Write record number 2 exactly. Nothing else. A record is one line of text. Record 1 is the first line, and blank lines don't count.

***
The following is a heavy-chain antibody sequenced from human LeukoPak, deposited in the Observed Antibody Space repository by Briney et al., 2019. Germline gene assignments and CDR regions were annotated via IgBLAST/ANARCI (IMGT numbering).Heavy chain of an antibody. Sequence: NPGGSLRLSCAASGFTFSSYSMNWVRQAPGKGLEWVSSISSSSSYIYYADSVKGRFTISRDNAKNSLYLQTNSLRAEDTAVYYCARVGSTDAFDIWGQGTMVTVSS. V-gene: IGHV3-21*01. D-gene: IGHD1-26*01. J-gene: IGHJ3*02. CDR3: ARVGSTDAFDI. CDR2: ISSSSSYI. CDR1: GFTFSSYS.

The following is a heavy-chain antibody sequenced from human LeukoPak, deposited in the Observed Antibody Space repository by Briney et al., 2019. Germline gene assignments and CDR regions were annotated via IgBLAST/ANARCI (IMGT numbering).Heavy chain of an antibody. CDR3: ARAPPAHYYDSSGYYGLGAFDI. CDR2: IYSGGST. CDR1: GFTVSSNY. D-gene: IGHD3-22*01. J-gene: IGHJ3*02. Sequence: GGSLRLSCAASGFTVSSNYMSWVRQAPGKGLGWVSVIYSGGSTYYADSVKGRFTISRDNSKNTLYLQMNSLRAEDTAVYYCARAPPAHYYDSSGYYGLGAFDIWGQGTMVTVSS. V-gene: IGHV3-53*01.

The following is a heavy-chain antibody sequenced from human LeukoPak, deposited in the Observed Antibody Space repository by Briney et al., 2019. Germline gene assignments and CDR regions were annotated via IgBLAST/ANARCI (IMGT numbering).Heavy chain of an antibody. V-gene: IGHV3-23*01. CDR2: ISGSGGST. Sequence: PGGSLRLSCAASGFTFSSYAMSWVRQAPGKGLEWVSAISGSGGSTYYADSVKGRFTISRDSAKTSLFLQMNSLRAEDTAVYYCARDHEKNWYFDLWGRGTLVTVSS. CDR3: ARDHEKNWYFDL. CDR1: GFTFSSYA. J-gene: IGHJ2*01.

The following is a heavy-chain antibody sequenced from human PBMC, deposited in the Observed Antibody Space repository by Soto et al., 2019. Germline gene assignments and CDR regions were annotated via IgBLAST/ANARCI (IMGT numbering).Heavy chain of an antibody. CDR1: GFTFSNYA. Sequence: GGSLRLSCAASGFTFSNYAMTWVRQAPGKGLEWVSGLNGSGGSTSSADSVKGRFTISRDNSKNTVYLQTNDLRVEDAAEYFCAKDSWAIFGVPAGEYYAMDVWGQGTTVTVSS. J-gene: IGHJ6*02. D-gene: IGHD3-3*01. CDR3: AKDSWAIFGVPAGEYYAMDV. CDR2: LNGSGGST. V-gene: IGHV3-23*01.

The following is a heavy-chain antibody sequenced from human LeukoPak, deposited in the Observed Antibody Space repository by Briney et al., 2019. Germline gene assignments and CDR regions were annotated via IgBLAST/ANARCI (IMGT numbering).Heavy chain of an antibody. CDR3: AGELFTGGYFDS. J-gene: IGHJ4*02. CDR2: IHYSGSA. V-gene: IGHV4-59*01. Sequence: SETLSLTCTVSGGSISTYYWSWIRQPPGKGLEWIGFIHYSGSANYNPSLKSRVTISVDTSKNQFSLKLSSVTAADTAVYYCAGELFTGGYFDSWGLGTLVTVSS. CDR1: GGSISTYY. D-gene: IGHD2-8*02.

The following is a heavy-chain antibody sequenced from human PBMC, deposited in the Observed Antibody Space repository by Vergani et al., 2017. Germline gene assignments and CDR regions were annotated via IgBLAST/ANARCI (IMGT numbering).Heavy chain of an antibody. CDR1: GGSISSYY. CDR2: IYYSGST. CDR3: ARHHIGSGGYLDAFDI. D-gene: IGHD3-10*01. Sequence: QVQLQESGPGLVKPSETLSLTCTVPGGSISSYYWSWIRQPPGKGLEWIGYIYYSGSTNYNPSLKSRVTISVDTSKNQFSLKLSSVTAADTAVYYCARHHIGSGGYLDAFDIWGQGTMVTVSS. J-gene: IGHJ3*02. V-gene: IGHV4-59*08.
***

The following is a heavy-chain antibody sequenced from human LeukoPak, deposited in the Observed Antibody Space repository by Briney et al., 2019. Germline gene assignments and CDR regions were annotated via IgBLAST/ANARCI (IMGT numbering).Heavy chain of an antibody. CDR3: ARAPPAHYYDSSGYYGLGAFDI. CDR2: IYSGGST. CDR1: GFTVSSNY. D-gene: IGHD3-22*01. J-gene: IGHJ3*02. Sequence: GGSLRLSCAASGFTVSSNYMSWVRQAPGKGLGWVSVIYSGGSTYYADSVKGRFTISRDNSKNTLYLQMNSLRAEDTAVYYCARAPPAHYYDSSGYYGLGAFDIWGQGTMVTVSS. V-gene: IGHV3-53*01.